Portable Electronic Medical Records

I have been meaning to do a long post on EMRs for a while. After reading a recent post on Ars Technica on this issue, I decided this is as good of a time as any.

Although Mr. Gitlin readily admits that EMRs are unlikely to solve the problems of “inefficiency” in the medical community within the US, he claims it will decrease cost in the end. He disdainfully alludes to “high cost” in the US system without ever questioning why the costs are so high besides noting that our focus is generally on emergent and not preventive care. Now we can argue this point to death, but if you’d like an enlightened point of view on this subject, I suggest you read any number of PandaBear, M.D.‘s blog posts. I’ll leave this one lie.

My next issue was the fact that Gitlin is actually making two very distinct arguments for EMRs without differentiating the two. First, he argues that EMRs are a perfect way to organize an office. They free the workplace of excess paperwork and can make an efficient way to keep track of “billable” services, something very important to physicians. This much I can definitely support. There are considerations, but I think in the long run, physicians will be better off doing more on computers and less on paper. At the same time he alludes to EMR portability, which is a whole separate can of worms.

The long and short of it is, people need to decide what they want. Currently HIPAA dictates that medical records are on lock-down, and the only people who have access to them are are you and those whom you designate. These “others” could be someone like a spouse or a parent or another physician. I think preserving this privacy is (at least mildly) important from a patient’s perspective. After all, it’s not everyone’s business what your latest test results are or what diseases you’ve been diagnosed with or what medications you’re on. However, from a health care professional’s perspective, this is a frustrating impediment. It does matter to them what your test results were last Monday in the E.R. It’s helping dictate your treatment. Acting like electronic medical records are going to magically make that red tape junkie HIPAA disappear is naive. They might make it easier to transport the information once approval has been given, though.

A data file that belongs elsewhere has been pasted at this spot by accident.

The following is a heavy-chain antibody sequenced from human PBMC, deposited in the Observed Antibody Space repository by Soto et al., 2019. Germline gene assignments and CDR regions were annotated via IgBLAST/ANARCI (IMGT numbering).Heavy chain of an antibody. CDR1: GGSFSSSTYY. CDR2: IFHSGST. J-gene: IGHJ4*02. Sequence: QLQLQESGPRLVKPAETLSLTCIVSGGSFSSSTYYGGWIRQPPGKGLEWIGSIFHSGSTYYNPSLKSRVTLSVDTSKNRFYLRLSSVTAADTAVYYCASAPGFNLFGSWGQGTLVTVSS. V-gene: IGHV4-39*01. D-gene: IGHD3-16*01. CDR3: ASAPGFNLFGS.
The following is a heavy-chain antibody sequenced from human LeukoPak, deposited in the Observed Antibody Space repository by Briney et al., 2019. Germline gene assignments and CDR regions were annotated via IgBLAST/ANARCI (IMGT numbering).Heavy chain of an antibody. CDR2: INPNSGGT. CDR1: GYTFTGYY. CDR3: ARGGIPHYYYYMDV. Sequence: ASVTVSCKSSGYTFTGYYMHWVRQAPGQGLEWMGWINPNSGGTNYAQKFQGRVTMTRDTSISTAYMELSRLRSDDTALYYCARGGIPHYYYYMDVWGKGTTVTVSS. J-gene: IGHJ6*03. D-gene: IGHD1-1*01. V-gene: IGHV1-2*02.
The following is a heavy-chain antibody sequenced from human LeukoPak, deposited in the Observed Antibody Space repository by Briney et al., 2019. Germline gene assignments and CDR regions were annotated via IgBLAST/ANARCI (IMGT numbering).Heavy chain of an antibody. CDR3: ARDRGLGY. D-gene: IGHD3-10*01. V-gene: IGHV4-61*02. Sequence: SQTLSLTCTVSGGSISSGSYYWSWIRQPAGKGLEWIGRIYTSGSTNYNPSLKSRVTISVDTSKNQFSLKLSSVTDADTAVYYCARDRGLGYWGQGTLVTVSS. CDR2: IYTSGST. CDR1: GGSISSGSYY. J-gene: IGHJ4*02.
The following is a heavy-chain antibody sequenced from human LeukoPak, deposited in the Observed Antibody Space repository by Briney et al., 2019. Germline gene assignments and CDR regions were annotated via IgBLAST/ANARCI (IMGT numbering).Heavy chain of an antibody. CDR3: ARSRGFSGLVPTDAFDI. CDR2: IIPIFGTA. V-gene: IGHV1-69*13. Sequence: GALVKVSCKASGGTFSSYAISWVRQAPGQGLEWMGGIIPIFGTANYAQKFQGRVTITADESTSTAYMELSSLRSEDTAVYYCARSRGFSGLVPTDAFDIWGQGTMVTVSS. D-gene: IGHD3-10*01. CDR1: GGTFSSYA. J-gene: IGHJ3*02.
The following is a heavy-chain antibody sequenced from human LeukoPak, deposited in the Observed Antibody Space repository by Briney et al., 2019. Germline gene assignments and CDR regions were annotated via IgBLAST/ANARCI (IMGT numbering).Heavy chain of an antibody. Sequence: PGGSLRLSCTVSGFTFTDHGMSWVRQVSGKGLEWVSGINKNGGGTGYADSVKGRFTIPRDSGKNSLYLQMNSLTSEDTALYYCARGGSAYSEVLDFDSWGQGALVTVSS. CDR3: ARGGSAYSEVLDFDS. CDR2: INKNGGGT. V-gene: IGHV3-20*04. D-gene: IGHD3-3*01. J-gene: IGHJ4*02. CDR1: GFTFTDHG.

If people are treating their medical records with that kind of security, then the security vulnerabilities exposed by making things electronic are significant. Even the most secure computer systems are vulnerable to attacks, and considering that many of these systems will be running on Microsoft platforms, there is an increased risk to any data on entire computer networks. If the secretary opens a bad email attachment, is it going to worm its way into the EMR database server and start uploading all the records to someone else’s computer? My point is not that the type of security necessary to run such a system is impossible. Just that it will be a lot of work for everyone, including patients. If a patient needs to “grant access” to their health care providers, they are going to be the gateway into administering their electronic medical record. This means strong passwords, which will probably need to be changed frequently. Are they going to want to do that? How about health care providers? Sure most hospitals have a (probably sub-standard) IT department, but what about your average medical practice? Are they going to be able to employ an IT professional (or pay for the temporary services of one) to set up and maintain these records? All of this is simply going to add cost and overhead to a community that is already overly criticized for how “inefficiently” it works.